The graphite powder was dried under vacuum conditions in an SRJX-5-13 oven at 250°C for one hour to remove the moisture content and increase wettability. The molten of each cast was held in a high temperature 850 ± 5°C for 3 minutes to decrease the porosity level . The steel mould was lubricated with graphite powder and heated to 450°C to facilitate taking off a cast and to ensure a moderate cooling rate. All casts were left inside the mould to cool in air.
Many trials were conducted before the Casting-Covetic System operated as desired. All of Al-Gr Covetic casts were cast under argon inert gas and they were subjected to the conditions shown in Table 1. The Non-Covetic Al cast (C1) was used for comparison.
Production conditions of Al-Gr Covetic casts.
|Cast No.||Graphite (Gr%)||Al wires, g||DC Current|
|Amp||V||Flow Time, min|
2.3 Investigation Process
All of the produced casts were operated mechanically to test their tensile properties according to ASTM E8/E8M - 13A at room temperature by using a universal tensile test machine (WDW-200) with a speed rate of applied load 0.5 mm/ min (gage length = 25 ± 2 mm, working part diameter d1 = 6 ± 1). The tested samples are presented in Figure 3.
Density was measured according to Archimedes’ principle by using a density measurement device (DA-300M). Each produced cast was prepared with the dimension ϕ12 mm × 20 mm, polished, and sanded sufficiently before the test.
The four-wire digital multi-meter method (AT512 Precision Ohmmeter) was performed to measure the electrical resistance (R, ohm) of all produced casts (see Figure 4). Then, the electrical resistivity (ρ, ohm-meter) was calculated according to Equation 1 . Subsequently, Equation 2 , was applied to find the electrical conductivity in a specific conductivity per length (σ, S/ m):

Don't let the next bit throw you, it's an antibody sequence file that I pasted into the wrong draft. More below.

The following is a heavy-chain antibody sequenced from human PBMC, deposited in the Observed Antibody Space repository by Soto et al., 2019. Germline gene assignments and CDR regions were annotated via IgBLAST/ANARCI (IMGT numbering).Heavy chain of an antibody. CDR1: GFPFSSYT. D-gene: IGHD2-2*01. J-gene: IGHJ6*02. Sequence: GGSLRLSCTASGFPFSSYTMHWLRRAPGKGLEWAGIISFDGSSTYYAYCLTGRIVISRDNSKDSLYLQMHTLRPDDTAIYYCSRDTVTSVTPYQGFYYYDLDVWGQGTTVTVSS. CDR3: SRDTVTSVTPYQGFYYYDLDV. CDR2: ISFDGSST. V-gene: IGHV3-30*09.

Where: I = the distance between clips, mm; A = cross-sectional area of the tested sample, mm2.
Then, the results of the electrical conductivity were divided by the conductivity of annealed pure copper, σ = 5.8 × 107 S/ m (100% meeting the International Annealed Copper Standard) (IACS); the electrical conductivity of each Al-Gr Covetic cast was presented as a percentage of IACS .
The chemical composition analysis for all produced casts was conducted using an Oxford PMI-Master Pro spark emission spectrometer. Three points were taken for each prepared sample (ϕ12 mm × 10 mm) as shown in Figure 5(a).
In this study it wasn’t preferred to use the X-ray diffraction (XRD) method for the chemical composition analysis because, simply it is hard to reveal any existence of a carbon in aluminium Covetic materials with low carbon content (< 5 wt.% carbon) regarding to [2, 6].
Sections with dimensions of ϕ12 mm × 10 mm were prepared to study the microstructure, see Figure 5(b), of all produced casts by using the grinding papers of silicon carbide with different grit sizes (–400, –800, –1000, –1500, and –2000). They were polished using a diamond paste to obtain a mirror surface. The examination was conducted using a scanning electron microscope (SEM) with Energy-Dispersive Spectroscopy (EDS). In addition, these sections were used for the calculations of their hardness. These calculations were performed using an automatic Brinell Hardness Tester (HBA-3000S) according to ASTM E10-15a with a ball indenter diameter (2.5 mm) and applied load (31.25 kg) for 10 s. The average of the three measurements was recorded.
3 Results and discussion